In late 2020, following the devastating death toll that the novel coronavirus inflicted across the globe, relief was finally in sight. Pharmaceutical companies Moderna and Pfizer had both created vaccines that were approved for immediate distribution, and vaccination priority groups were soon created.
Numbered amongst the first group eligible to receive the vaccine were first responders and elderly residents of long-term care facilities. Despite many choosing to get vaccinated as soon as they were allowed to do so, there has been a notable reluctance to get the vaccine, especially among first responders.
According to Philip Salamone, the Director of Operations for the Lower Alsace Ambulance Association, a paramedic with over 20 years of experience, and the Public Information Officer of the Berks County EMS Covid 19 Joint Task Force, this reluctance is due to much misinformation.
“Social media has been the enemy for widespread vaccine dispersal,” he said, noting that it is due to the so-called “anti-vaxx” movement that certain diseases, such as measles, that were previously thought to be mostly eradicated are appearing again. Now, however, he says that there is a dangerous new dynamic at play in regards to the Covid vaccine. “Individuals that d o support science are now anti-vaccine [regarding the Covid vaccine] because of the preconceived notion that it was ‘rushed’.”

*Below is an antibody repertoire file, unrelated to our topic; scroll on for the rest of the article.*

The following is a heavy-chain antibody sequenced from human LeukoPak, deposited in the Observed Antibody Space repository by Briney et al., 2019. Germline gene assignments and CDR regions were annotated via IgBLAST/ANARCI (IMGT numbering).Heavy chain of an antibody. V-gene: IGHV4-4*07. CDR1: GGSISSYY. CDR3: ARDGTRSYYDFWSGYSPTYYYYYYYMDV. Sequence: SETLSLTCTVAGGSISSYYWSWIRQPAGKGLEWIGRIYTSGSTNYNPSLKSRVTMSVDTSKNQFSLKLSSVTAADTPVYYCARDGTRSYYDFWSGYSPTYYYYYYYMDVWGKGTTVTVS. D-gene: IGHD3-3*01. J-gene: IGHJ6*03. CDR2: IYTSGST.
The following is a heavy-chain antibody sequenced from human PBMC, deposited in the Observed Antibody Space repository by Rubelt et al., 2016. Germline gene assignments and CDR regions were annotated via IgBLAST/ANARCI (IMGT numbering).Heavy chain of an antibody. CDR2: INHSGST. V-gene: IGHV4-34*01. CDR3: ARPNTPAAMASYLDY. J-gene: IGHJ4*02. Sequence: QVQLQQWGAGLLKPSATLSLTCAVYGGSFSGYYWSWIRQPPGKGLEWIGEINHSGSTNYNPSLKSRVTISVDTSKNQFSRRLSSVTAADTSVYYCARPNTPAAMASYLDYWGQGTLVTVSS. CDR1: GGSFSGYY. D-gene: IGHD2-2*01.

According to Dr. Duane Siberski, an Emergency Room doctor for the Penn State Health system, these misconceptions are simply untrue. “[This vaccine] followed the same vetting process as any other medication,” he shared, noting that the government has an agency specifically designed to safely work on vaccine creation to combat pandemics.
“The vaccine received the same level of scrutiny; same level of experimentation and testing [as any other vaccine]. What made it happen so quickly is that different pharmaceutical companies shared information, and were working 24/7. This was not just a 9-5 job, this was a global initiative,” added Salamone. Dr. Siberski also shared that the Moderna vaccine has 94% accuracy and the Pfizer vaccine has 95% efficacy, numbers he compared to Grade-A test scores.
Both Salamone and Dr. Siberski also shared that they have received the vaccination themselves, with minimal side effects that Salamone compared to side effects from the flu shot.
Berks County nurse Cassandra Brendlen, who works at the Tel-Hai assisted living community in Honey Brook, had a similar experience with the vaccine. “After the first vaccine my only symptom was arm pain. I received my second dose yesterday. I feel a little “crummy” today but that is nothing compared to the suffering people have endured,” she said.
“It’s time to fight back in this war we have been losing. If you have a chance to receive the Covid Vaccine, please don’t pass it up. This is how we win, how we take back our lives, how we ensure no more suffering, [and] this is how we get justice,” said Brendlen.